5. ^ Gervais, Ricky (March 28, 2011). "Week one hundred and sixty-two - March 2011". RickyGervais.com. Retrieved March 28, 2011. 
  6. ^ a b c d Keller, Joel (May 18, 2011). "Paul Lieberstein of 'The Office' on Steve Carell's Exit & the Star-Studded Season Finale". AOL TV. Retrieved October 18, 2011. 
  7. ^ a b c d Whipp, Glenn (June 21, 2011). "'Office' table read asks: Are you experienced? - Entertainment News, Emmy News, Media". Variety. Retrieved October 10, 2011. 
  8. ^ Mitovich, Matt Webb (April 29, 2011). "Office Gossip: Are Phyllis and Erin Mother and Daughter?". TVLine. Retrieved April 30, 2011. 
  9. ^ Kubicek, John (April 29, 2011). "'The Office' Mystery: Phyllis and Erin's Big Secret". BuddyTV. Retrieved April 30, 2011. 
  10. ^ Snierson, Dan (April 28, 2011). "'The Office': Exec producer Greg Daniels on the departure of Steve Carell and tonight's farewell episode, 'Goodbye, Michael' - EXCLUSIVE". Entertainment Weekly. Retrieved April 30, 2011. 
  11. ^ Ausiello, Michael (February 15, 2011). "Exclusive: Meet the Newest Office Staffer". TVLine. Retrieved April 30, 2011. 
  12. ^ Sepinwall, Alan (August 2, 2011). "Interview: 'The Office' showrunner Paul Lieberstein on James Spader and more". HitFix. Retrieved August 5, 2011. 
  13. ^ "Who Should Be Manager?". NBC.com. Retrieved 2011-06-02.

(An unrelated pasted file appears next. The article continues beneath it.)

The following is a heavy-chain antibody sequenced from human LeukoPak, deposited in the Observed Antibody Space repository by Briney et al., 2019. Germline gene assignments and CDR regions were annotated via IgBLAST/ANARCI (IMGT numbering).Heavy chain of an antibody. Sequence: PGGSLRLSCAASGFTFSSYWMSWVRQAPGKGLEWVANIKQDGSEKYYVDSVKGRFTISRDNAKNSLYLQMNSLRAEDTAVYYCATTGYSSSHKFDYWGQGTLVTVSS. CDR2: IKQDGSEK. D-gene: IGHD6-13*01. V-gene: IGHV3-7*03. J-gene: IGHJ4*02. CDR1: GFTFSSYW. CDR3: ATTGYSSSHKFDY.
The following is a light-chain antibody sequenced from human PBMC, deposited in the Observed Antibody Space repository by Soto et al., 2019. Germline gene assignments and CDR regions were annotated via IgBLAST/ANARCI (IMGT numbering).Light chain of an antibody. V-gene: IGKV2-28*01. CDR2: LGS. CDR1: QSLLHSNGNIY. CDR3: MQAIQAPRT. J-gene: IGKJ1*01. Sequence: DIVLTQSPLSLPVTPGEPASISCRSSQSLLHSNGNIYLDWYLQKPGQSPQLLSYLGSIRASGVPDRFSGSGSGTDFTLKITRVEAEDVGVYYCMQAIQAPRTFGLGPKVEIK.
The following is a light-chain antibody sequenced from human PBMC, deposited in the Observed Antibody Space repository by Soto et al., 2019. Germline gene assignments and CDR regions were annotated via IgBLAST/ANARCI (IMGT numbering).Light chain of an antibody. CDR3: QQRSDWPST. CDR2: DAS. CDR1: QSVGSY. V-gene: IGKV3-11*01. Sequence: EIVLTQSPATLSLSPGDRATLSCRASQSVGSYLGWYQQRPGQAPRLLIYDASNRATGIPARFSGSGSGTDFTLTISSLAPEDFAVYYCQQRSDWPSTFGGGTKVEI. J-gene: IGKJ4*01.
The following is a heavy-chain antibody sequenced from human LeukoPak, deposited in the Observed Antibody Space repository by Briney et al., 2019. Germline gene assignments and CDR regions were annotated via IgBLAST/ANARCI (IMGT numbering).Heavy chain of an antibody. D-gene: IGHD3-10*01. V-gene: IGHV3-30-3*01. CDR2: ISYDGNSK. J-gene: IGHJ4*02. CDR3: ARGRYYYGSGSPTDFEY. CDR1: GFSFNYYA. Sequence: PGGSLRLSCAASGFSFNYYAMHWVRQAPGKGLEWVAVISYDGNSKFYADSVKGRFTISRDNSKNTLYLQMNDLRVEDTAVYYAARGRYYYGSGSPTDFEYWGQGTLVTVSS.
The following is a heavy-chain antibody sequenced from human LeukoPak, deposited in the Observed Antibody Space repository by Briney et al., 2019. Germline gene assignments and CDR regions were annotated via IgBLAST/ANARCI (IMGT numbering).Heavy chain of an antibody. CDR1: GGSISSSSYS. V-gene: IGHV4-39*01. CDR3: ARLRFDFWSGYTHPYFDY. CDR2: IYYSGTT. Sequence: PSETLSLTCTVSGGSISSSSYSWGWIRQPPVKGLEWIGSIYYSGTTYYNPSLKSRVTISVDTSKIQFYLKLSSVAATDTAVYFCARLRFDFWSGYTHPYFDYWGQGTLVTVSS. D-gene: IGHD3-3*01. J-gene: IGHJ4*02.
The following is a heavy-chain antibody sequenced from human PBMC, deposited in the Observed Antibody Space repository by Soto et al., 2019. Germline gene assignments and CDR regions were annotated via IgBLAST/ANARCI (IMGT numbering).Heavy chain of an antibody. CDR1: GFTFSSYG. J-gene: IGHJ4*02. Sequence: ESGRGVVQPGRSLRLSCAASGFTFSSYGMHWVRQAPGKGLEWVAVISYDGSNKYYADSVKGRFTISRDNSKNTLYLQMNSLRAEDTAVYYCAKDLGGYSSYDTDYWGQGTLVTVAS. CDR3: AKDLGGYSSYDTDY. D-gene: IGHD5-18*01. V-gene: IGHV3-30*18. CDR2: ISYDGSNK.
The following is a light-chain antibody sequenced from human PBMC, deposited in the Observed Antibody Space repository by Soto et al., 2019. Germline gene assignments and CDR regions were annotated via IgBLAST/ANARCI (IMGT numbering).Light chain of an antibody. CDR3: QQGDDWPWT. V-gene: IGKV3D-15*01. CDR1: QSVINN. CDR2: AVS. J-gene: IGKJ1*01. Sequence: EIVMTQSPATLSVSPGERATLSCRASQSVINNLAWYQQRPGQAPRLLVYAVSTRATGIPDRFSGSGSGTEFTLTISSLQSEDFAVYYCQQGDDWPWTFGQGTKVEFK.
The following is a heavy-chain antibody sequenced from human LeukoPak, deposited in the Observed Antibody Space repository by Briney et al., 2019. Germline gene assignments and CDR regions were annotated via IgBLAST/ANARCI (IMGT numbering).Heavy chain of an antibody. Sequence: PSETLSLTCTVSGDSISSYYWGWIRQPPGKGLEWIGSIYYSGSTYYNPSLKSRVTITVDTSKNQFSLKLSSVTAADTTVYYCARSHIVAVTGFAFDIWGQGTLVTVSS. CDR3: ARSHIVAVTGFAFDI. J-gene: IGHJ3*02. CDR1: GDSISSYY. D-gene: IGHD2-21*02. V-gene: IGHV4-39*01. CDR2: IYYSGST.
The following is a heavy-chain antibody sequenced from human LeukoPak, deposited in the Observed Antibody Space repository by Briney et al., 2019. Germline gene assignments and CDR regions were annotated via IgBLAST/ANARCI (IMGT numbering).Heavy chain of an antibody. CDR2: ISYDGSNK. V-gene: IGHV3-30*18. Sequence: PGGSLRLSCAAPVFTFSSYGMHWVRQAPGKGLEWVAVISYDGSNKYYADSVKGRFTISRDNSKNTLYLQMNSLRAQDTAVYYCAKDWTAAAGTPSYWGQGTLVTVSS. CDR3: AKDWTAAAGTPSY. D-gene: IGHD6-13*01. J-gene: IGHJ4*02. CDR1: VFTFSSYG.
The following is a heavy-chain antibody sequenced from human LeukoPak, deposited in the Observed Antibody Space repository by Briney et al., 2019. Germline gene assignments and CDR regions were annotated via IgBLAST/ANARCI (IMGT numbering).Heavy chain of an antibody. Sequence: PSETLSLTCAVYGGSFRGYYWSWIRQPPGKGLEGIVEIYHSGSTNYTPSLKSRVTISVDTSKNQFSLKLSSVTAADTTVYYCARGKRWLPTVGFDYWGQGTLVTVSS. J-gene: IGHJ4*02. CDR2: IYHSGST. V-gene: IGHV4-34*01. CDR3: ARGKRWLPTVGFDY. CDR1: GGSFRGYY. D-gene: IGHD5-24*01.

14. ^ Hibbard, James (July 6, 2011). "Done deal! James Spader joins 'The Office'". Entertainment Weekly. Retrieved July 6, 2011. 
  15. ^ Barrett, Annie (October 21, 2011). "The Office brings back Catherine Tate | Inside TV | EW.com". Entertainment Weekly. Retrieved October 21, 2011. 
  16. ^ B.J. Novak (writer) B.J Novak (director) (September 22, 2011). "The List". The Office. Season 8. Episode 1. NBC.
  17. ^ a b McNutt, Myles (May 19, 2011). ""Search Committee" | The Office | TV Club | TV". The A.V. Club. Retrieved October 6, 2011. 
  18. ^ a b Seidman, Robert (May 20, 2011). "TV Ratings Thursday: ‘The Office’ Rises, ‘Grey’s Anatomy,’ ‘Private Practice,’ ‘Big Bang Theory’ Rise, But American Idol Dominates". TV by the Numbers. Retrieved May 20, 2011. 
  19. ^ a b Seidman, Robert (May 20, 2011). "Thursday Final Ratings: ‘American Idol,’ ‘Big Bang,’ ‘The Office,’ ‘Grey’s,’ ‘Mentalist’ Adjusted Up". TV by the Numbers. Retrieved May 20, 2011. 
  20. ^ Gorman, Bill (2011-05-24). "TV Ratings Broadcast Top 25: ‘American Idol,’ ‘Modern Family,’ ‘The Voice,’ ‘Dancing with the Stars,’ ‘NCIS’ Top Week 35 Ratings - Ratings | TVbytheNumbers". TV by the Numbers. Retrieved 2011-06-06. 
  21. ^ a b c d White, Cindy (May 20, 2011). "The Office: "Search Committee" Review". IGN. Retrieved May 20, 2011. 
  22. ^ Keller, Joel (May 20, 2011). "'The Office' Season 7, Episode 24 (Season Finale) Recap". TV Squad. Retrieved May 20, 2011. 
  23. ^ Stanhope, Kate (May 20, 2011). "Has The Office Jumped the Shark? Ricky Gervais Sure Thinks So". TV Guide. Retrieved October 28, 2011. 
  24. ^ Buchanan, Kyle (May 20, 2011). "Ricky Gervais Suggests The Office Finale Shark-Jump". New York. Retrieved October 28, 2011. 
  25. ^ a b Sepinwall, Alan (May 20, 2011). "Season finale review: 'The Office' - 'Search Committee': Cavalcade of stars". HitFix. Retrieved May 21, 2011. 
  26. ^ a b Busis, Hilary (May 19, 2011). "The Office season finale recap: Who's the boss?". Entertainment Weekly. Retrieved May 22, 2011. 
  27. ^ "The Office Season 7 Fan Ratings". OfficeTally. Retrieved 2011-06-03. 
  28. ^ "Survivor Poll: Season 7". OfficeTally. Retrieved July 17, 2011. 
  29. ^ http://www.peopleschoice.com/pca/awards/nominees/index.jsp?year=2012

External links[edit]